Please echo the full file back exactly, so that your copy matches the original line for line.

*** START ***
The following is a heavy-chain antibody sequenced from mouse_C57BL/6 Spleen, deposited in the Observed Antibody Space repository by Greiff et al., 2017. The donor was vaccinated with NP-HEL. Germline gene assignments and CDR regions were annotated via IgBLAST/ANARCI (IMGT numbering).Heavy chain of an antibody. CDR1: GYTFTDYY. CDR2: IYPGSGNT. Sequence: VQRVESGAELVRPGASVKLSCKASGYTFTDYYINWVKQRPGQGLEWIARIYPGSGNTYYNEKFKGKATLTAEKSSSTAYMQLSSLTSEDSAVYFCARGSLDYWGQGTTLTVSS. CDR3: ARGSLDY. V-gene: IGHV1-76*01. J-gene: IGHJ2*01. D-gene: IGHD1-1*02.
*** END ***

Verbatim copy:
The following is a heavy-chain antibody sequenced from mouse_C57BL/6 Spleen, deposited in the Observed Antibody Space repository by Greiff et al., 2017. The donor was vaccinated with NP-HEL. Germline gene assignments and CDR regions were annotated via IgBLAST/ANARCI (IMGT numbering).Heavy chain of an antibody. CDR1: GYTFTDYY. CDR2: IYPGSGNT. Sequence: VQRVESGAELVRPGASVKLSCKASGYTFTDYYINWVKQRPGQGLEWIARIYPGSGNTYYNEKFKGKATLTAEKSSSTAYMQLSSLTSEDSAVYFCARGSLDYWGQGTTLTVSS. CDR3: ARGSLDY. V-gene: IGHV1-76*01. J-gene: IGHJ2*01. D-gene: IGHD1-1*02.